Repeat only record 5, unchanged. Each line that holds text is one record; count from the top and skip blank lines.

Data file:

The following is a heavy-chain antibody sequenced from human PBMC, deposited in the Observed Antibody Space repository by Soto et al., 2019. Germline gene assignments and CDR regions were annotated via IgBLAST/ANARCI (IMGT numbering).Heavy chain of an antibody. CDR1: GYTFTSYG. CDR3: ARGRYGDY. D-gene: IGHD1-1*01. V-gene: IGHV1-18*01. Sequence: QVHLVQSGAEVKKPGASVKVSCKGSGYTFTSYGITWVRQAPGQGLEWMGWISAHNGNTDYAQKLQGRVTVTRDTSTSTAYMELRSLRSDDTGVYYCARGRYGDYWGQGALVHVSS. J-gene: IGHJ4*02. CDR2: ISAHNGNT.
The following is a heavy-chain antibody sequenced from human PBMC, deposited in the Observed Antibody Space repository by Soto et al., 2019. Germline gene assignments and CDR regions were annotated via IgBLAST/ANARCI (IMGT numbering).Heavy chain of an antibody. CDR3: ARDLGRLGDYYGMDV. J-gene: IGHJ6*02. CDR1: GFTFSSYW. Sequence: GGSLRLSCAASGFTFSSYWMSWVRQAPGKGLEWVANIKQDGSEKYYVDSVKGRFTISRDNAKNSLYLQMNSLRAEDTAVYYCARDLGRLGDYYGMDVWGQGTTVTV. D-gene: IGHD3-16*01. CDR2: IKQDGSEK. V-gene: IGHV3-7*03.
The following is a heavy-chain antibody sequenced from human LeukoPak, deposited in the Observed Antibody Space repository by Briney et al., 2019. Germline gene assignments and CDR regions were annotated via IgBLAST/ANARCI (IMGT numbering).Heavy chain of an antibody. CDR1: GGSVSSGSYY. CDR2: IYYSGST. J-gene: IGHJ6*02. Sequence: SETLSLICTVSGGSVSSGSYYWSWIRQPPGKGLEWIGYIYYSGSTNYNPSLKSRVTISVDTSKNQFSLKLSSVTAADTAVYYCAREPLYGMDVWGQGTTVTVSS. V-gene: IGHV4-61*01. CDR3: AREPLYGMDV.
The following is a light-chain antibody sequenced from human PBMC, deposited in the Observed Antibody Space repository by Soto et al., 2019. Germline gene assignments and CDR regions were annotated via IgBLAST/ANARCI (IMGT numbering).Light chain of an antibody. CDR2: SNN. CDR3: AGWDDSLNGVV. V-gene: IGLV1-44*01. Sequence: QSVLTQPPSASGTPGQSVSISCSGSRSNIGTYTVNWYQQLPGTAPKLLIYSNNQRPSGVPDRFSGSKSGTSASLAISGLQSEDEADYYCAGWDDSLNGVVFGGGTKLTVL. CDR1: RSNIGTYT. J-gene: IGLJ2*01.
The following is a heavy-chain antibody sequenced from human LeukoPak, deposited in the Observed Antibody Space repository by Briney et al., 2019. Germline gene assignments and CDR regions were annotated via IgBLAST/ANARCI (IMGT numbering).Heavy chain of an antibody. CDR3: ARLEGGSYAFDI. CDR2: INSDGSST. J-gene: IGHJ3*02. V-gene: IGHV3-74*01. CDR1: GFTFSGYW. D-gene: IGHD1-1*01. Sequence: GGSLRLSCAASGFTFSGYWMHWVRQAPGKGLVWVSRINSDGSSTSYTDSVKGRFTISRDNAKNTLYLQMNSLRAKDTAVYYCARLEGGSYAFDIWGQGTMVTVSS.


The following is a heavy-chain antibody sequenced from human LeukoPak, deposited in the Observed Antibody Space repository by Briney et al., 2019. Germline gene assignments and CDR regions were annotated via IgBLAST/ANARCI (IMGT numbering).Heavy chain of an antibody. CDR3: ARLEGGSYAFDI. CDR2: INSDGSST. J-gene: IGHJ3*02. V-gene: IGHV3-74*01. CDR1: GFTFSGYW. D-gene: IGHD1-1*01. Sequence: GGSLRLSCAASGFTFSGYWMHWVRQAPGKGLVWVSRINSDGSSTSYTDSVKGRFTISRDNAKNTLYLQMNSLRAKDTAVYYCARLEGGSYAFDIWGQGTMVTVSS.